A number of clothing brands came to exist in Taiwan with the rise of Taiwanese youth activism, as brands which were popular among activists and expressed political messages endorsed by Taiwanese civil society. The major activist clothing brand may be “Radicalization Studio” (激進工作室) founded by Fish Lin (林家鴻) and other members of the activist hip hop band Kou Chou Ching (拷秋勤)/Community Service (勞動服務). Among their most famous products were the black t-shirts printed with “Fuck The Government” worn by many activists, including Lin Fei-Fan (林飛帆) and Chen Wei-Ting (陳為廷), originally as a way to protest forced land evictions in Dapu, Miaoli, as well as towels reading “Civil Disobedience.” Other wares included t-shirts reading “Taiwan Is Not A Part Of China.”
A competitor brand would be Ciongzo (衝組), tied to heavy metal band Chthonic (閃靈), which also produced Taiwanese identity and Taiwanese independence-themed apparel. Chthonic later became involved in the production of a Taiwanese-independence themed craft beer, “Independence Beer” (獨立啤酒), as well.
Clothing for certain causes, such as Taiwan’s rural movement or the anti-nuclear movement, were also prominent, with certain anti-nuclear or rural movement t-shirts and bags becoming popular among Taiwanese youth activists. V for Vendetta masks, drawing from the popularity of such masks during the Occupy Wall Street Movement, were also popular.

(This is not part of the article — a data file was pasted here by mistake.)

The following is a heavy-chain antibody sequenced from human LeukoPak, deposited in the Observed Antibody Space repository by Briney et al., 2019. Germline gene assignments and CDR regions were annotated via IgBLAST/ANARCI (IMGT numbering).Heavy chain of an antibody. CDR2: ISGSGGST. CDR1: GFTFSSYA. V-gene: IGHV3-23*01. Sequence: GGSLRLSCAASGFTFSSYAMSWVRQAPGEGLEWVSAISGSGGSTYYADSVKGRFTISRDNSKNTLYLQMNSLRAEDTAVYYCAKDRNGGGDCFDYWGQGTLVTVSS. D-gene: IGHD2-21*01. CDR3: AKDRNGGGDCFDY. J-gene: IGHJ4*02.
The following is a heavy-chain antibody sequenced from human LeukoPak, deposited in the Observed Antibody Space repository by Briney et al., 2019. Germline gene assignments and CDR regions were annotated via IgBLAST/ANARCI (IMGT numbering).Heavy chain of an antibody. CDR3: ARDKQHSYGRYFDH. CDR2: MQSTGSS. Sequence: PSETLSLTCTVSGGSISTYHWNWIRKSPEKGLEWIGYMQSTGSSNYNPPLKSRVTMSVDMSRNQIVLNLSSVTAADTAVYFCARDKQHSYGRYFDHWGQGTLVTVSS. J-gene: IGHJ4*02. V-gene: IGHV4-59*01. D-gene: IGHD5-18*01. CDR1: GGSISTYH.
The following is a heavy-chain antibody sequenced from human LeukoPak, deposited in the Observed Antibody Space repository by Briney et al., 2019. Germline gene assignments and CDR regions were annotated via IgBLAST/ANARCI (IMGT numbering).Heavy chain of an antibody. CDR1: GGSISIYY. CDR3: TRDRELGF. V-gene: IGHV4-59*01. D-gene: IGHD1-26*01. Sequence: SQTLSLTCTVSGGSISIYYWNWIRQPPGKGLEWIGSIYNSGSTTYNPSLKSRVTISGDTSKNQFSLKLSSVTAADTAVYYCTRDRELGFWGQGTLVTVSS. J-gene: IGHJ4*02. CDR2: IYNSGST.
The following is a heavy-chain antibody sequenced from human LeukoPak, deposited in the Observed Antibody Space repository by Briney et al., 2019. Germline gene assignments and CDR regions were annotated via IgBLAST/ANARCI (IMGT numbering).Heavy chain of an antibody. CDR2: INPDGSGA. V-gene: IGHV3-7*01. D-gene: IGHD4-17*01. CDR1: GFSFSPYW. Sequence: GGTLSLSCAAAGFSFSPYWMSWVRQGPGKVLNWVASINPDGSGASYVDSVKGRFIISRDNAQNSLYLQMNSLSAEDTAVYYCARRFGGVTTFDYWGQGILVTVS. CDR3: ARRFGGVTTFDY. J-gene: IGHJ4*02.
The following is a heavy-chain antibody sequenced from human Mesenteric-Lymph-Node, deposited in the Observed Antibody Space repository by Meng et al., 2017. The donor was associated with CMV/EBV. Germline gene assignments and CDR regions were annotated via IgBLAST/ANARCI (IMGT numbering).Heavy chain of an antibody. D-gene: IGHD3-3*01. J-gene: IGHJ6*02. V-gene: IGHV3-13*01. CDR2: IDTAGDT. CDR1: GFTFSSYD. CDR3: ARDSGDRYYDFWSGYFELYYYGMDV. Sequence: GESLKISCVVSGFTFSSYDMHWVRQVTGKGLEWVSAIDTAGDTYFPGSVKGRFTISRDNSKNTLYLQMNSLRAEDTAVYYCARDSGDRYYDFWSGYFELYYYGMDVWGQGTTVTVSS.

Radicalization Studio tabling during a demonstration on Ketagalan Boulevard. Photo credit: Radicalization Studio
A number of posters also became popular among activists, such as “No Nukes, No More Fukushima” anti-nuclear poster or the “I Am Taiwanese, I Stand For Taiwanese Independence” poster which became a ubiquitous feature at activist coffee shops and the like. Other merchandise included stickers and ribbons, often tied to bags. The work of Taichung-based designer and coffee shop owner Denis Chen (陳致豪) was particularly prominent, Chen having designed the “I Am Taiwanese, I Stand For Taiwanese Independence” poster, as well as the “Fuck The Government” poster and later stickers which became popular among Taiwanese activists such as Taiwan passport stickers, and Taiwan No. 1 stickers.
Clothing and apparel was crucial in cementing ties among Taiwanese youth activists as a form of “subculture”. One could, for example, scan a subway or coffee shop and see who was a youth activist based on their clothing, the ribbons tied to their bags, or the stickers on their laptops.
Apart from clothing, activist merchandise including activist board games produced by Godyu (神遊有限公司), with games such as Let the Shoes Fly (讓鞋子飛), based on the incident in which Chen Wei-Ting threw his shoe at the Miaoli county commissioner in demonstration over forced demolitions in Dapu, Miaoli, and The Wonderful Island (美麗島風雲), both of which are intended to teach about social issues in Taiwan as well as political corruption within Taiwan’s political system. A later game in a similar vein, The KMT Is Coming, was later produced by Indie DaDee, focusing specifically on the issue of KMT party assets. The sex toy company Exotica (異物) also produces merchandise either riffing playfully off of the mainstream of social movements or to educate about issues regarding gender/sexuality.
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